The crucial meeting of the Empowered Group of Ministers on 2G spectrum pricing will be held this week.
This will probably be the last major decision by the eGoM headed by Finance Minister Mr Pranab Mukherjee. The Group is expected to take a decision on the reserve price for the forthcoming 2G spectrum auction.
Other issues related to the auction have already been decided. In the 1800 Mhz band, a minimum of 8 blocks of 1.25 Mhz each will be put for sale. In addition, another three blocks may be made be put on the block depending on availability after reserving spectrum for re-farming.
This would mean that there will be a total of 11 blocks of 1.25 Mhz each. Incumbent players such as Airtel and Vodafone will be allowed to buy a maximum of two slots while the new entrants can buy up to 4 slots. New players will be permitted to buy an additional slot to take their total to 6.2 Mhz. This is good news for companies like Telenor who can hope to get adequate spectrum through the auction. New player’s 2G licences will be cancelled in September.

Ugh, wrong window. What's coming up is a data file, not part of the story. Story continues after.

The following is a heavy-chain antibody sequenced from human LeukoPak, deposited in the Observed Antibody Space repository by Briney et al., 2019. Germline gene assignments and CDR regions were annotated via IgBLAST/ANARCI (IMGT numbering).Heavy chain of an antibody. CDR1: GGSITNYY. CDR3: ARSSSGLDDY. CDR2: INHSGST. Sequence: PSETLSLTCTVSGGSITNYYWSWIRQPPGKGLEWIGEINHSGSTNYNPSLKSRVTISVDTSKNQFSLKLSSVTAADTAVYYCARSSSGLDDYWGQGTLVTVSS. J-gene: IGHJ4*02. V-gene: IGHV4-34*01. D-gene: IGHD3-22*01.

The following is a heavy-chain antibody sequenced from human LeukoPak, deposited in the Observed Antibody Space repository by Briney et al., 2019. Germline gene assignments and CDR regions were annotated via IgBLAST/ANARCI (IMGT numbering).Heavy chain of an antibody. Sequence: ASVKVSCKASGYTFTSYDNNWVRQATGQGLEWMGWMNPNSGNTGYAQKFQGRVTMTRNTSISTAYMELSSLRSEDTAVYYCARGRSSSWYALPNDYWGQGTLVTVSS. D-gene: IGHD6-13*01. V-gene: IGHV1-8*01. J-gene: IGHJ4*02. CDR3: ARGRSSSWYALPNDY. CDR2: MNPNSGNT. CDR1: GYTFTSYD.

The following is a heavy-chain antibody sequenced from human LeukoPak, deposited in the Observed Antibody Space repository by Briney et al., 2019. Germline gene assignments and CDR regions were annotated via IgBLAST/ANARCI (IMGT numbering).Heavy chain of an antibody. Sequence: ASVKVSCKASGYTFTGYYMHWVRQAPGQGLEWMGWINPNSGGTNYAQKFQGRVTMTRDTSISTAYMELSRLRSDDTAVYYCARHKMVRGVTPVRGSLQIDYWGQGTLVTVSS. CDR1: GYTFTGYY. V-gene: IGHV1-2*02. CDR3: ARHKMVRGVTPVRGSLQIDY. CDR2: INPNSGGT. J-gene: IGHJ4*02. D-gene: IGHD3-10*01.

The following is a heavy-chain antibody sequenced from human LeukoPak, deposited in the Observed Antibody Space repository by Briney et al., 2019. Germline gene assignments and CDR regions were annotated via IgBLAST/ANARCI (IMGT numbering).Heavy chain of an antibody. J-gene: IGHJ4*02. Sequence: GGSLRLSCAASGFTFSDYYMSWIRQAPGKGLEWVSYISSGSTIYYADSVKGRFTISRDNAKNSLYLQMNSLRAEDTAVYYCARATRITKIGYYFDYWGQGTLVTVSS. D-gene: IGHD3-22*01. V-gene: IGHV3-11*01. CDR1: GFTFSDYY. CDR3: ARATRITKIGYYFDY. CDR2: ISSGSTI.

For CDMA players, three blocks of 1.25 Mhz each in the 80 Mhz band will be put up for sale. In addition, there could be another block of 1.25 Mhz made available for new players.
Russia’s Sistema will hope to win back at least two slots through this auction without much competition as most of the new players are looking to bid for GSM frequency. Incumbent players will be allowed to bid for only one slot while new operators can take up to three slots.
The GoM has also decided to liberalise spectrum which means winning operators will be able to offer all types of services. For example, Sistema can buy spectrum in 800 Mhz and start offering 3G services.
But whether these companies participate or not will depend on reserve price. The TRAI had suggested Rs 18,000 crore as the base price for 5 Mhz spectrum pan India. All the prospective bidding companies have rejected this pricing and are hoping that the eGoM will bring some relief. According to Government functionaries, one of the options being looked at is to ask operators pay for a ten year period instead of twenty, in which case the price could be lowered.